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Can Dressing Sharply Improve Your Mindset?

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You put on your favorite bespoke suit, your best Italian leather shoes, and all the right accessories. Of course you know you look good, but you also feel good. Could it be all in your head? 

Sure it is, but in a good way.

A recent study found that putting on clothes we deem as “formal” can make a man feel more powerful and change the way we look at the world. When you dress sharp, you encourage your mind to utilize abstract processing which allows you to look at the world with a better mindset. People who use abstract processing tend to think about the big picture, which frees them from focusing on the unimportant, minute details.

So how exactly does that help you? There are many benefits of thinking with a broader mind. Being able to see the big picture allows for less anxiety and stress in the workplace and helps you complete tasks with more creativity. People who think abstractly are less likely to be affected by harsh criticism or be distracted by the details of office politics. Furthermore, it makes you a less impulsive person. Being less impulsive is great for many things, not the least your pocketbook. With an abstract mindset you are more likely to avoid impulse purchases and practice smarter spending and saving behaviors.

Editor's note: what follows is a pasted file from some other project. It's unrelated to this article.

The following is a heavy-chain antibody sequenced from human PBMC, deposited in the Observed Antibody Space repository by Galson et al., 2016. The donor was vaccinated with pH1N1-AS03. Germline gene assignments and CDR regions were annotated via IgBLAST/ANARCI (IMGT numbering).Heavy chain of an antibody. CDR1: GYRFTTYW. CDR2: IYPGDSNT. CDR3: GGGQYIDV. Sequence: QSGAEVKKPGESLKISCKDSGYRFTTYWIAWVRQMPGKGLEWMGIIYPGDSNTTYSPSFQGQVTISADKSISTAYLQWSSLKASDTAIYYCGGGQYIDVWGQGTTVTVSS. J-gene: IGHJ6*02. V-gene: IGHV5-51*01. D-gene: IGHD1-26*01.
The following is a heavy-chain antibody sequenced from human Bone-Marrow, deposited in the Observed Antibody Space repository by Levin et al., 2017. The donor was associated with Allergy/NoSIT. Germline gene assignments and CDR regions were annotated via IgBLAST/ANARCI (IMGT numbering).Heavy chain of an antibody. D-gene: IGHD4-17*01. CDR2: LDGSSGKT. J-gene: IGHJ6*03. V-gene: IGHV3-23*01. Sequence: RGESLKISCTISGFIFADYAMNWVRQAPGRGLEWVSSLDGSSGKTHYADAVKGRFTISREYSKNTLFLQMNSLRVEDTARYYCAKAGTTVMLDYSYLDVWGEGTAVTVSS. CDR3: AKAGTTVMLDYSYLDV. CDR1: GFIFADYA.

The California State University Northridge study performed a few tests before coming to this conclusion. First, they asked student subjects to rate the formality of their dress before performing normal cognitive tests. Since college kids these days are more likely to stumble to class in sweats rather than slacks, the researchers eventually switched gears and instructed subjects on how to dress before showing up for the tests. Students who dressed in “clothing you would wear in a job interview” performed with a less restrictive mindset than the students who wore “clothing you would wear to class.” 

While you may assume that the change was due to the polarity a college kid may feel while dressed up, the authors of the study suggest that the feeling is maintained for businessmen who are required to wear suits daily for their work. By putting on more “formal” clothes we signal to our brains that it is time to think like a boss, and in turn we act like it.

“Putting on formal clothes makes us feel powerful, and that changes the basic way we see the world,” Professor of management at Columbia Business School and co-author of the study Michael Slepian told the Atlantic. “Whether you wear formal clothing every workday, or only every wedding, my prediction is that we would find a similar influence because the clothing still feels formal in both situations.”

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